In order to understand how to control porosity in die casting, one must first understand the basics of the process. To create a cast part, first the tool closes, molten metal is injected into the die at a high pressure and then tool and die cast machine holds the pressure until the metal solidifies—dwell time is dependent on material, shape, and size of the part. Water lines are put in place to cool the metal and casting at a controlled rate. By injecting the molten metal into the die you create an economical, high-speed process, however, it creates porosity, which is generally the inevitable outcome of one or more of the following:

  • Gasification of impurities at high temperatures
  • Shrinkage that takes place as the metal solidifies
  • Unexpected or uncontrolled changes in temperature
  • Variations in wall thickness
  • Die cast machine shot speed
  • Part and/or tool design

Porosity can directly affect the structural integrity of a part. For example, too much porosity in a door hinge can impact the functionality of the part, creating a weak point and potentially part failure. If you are concerned with pressure tightness, porosity can lead to leakage. In some cases, porosity can also have an indirect impact on customers’ finishing requirements.

The key to understanding porosity and launching a successful project is knowing the industry porosity standards (ASTM E505) and making sure your porosity requirements are clear to your supplier. While it is not possible to achieve zero porosity in the die casting process, with well-planned tool design and a carefully controlled process you can minimize it.

Minimizing Porosity

The first step to minimizing porosity is finding an engineering team that can provide design for manufacturing (DFM) insight on the front end of the project. Suppliers can use software like MAGMA to simulate the casting process to optimize the die beforehand. To reduce porosity, our engineers strategically place runner gates, water lines, vents, overflows, and cooling channels to protect areas of concern in the component. In some cases, we add vacuum assists to the injection process to further improve the casting. When the molten alloy is injected into the die at high speeds, the air in the die cavity creates pressure and resistance, which in turn creates porosity. Adding vacuum vents to pull the air as the metal is being injected allows the air to escape the cavity faster, therefore reducing the amount of porosity in the part and potentially eliminating the need for secondary impregnation. Vacuum casting also has the benefit of removing a portion of the residue materials (i.e. die lubrication droplets) prior to the metal entering the cavity. This will minimize the chance of gas porosity forming during solidification.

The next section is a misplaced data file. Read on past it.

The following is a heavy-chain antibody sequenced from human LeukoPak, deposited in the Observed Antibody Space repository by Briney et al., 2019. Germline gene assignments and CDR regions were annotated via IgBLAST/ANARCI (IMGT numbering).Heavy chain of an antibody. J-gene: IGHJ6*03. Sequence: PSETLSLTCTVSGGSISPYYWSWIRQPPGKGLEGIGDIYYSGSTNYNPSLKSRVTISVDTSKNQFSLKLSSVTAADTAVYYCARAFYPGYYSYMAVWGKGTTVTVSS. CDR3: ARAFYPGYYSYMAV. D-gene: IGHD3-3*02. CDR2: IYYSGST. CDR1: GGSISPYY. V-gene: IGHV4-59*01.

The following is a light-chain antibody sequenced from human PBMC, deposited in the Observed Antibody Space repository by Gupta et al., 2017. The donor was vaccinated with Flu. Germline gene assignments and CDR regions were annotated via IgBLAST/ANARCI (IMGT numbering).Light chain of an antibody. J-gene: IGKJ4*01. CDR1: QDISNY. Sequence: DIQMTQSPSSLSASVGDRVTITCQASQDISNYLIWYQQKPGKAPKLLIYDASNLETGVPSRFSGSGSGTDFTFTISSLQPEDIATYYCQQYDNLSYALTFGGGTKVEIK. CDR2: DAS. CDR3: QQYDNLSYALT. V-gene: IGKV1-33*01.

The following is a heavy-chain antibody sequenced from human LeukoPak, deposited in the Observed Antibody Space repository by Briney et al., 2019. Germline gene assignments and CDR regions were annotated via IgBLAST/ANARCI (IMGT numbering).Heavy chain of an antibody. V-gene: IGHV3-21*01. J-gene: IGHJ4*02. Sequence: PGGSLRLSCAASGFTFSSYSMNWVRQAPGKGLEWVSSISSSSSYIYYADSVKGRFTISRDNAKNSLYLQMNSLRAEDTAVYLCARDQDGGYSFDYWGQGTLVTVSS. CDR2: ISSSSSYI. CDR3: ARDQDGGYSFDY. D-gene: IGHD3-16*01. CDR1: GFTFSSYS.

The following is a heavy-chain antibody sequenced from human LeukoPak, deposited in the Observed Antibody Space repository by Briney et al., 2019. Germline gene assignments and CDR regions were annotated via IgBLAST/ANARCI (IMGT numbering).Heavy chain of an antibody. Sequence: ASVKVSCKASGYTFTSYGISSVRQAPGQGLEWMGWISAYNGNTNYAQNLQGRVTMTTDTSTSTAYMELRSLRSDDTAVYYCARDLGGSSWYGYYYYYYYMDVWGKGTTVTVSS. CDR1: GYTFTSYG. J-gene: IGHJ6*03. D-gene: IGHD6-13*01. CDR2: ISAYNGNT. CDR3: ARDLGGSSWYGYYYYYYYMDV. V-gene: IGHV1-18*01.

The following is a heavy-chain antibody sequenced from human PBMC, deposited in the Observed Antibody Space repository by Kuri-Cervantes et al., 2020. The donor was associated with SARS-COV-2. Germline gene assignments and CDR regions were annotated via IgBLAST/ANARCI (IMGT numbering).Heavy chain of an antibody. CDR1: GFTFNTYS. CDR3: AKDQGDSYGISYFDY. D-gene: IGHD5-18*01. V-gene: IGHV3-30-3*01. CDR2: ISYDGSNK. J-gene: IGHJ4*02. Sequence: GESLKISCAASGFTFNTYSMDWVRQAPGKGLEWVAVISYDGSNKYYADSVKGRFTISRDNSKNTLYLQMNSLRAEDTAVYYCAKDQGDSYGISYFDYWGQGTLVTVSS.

Without vacuum casting (left) With vacuum casting (right)

Additionally, suppliers should use sophisticated process control and advanced product quality planning (APQP) to evaluate the overall tool design and die casting process. Once the best design is agreed upon, the machines are set up to produce the first shots. It is critical to take precautions to control porosity from a process standpoint.  Despite great efforts toward the tool design, there is still a chance of creating porosity in a component by incorrectly melting and injecting the metal. Always start with a clean mold and control the melting of the material—melting too fast or too slow will affect the process. The amount of mold release used can affect porosity as well. If your die casting company is using recycled metals, it is important to mix the pot often to create a homogeneous mixture and temperature before casting, while continuously monitoring the integrity and composition of the alloy.  

Testing for Porosity

There are a number of different ways to test for porosity. The customer usually determines which testing method they would like to use. The easiest way to detect flaws in the part without taking it apart it is a simple weight or density measurement. In more complex situations porosity can be measured using a 3D x-ray machine or deconstruction testing (e.g. cross-sectional evaluation). Several of our locations offer x-ray testing and can very accurately measure porosity. Additionally, leak testing with purpose built fixtures is a frequently used method to verify pressure tightness of casting.

Porosity Concerns in Secondary Operations

If your part requires machining or other secondary operations after casting, porosity can be a major concern. One of our consumer electronic customers experienced issues with porosity when their part was cosmetically plated during the trial run. Our engineers quickly adjusted the gating method, overflow locations, and applied vacuum casting to solve the problem.

The most important thing to remember when starting a new project is the importance of working with an expert that knows what casting factors and part features will most likely contribute to porosity. If porosity is a concern for your next project, sign up for a free design seminar. Our engineering team will schedule an on-site meeting with your staff and provide expertise and insight on part design and the die casting process—they can tailor their presentation to meet any of your needs. 


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Last updated 11.11.2019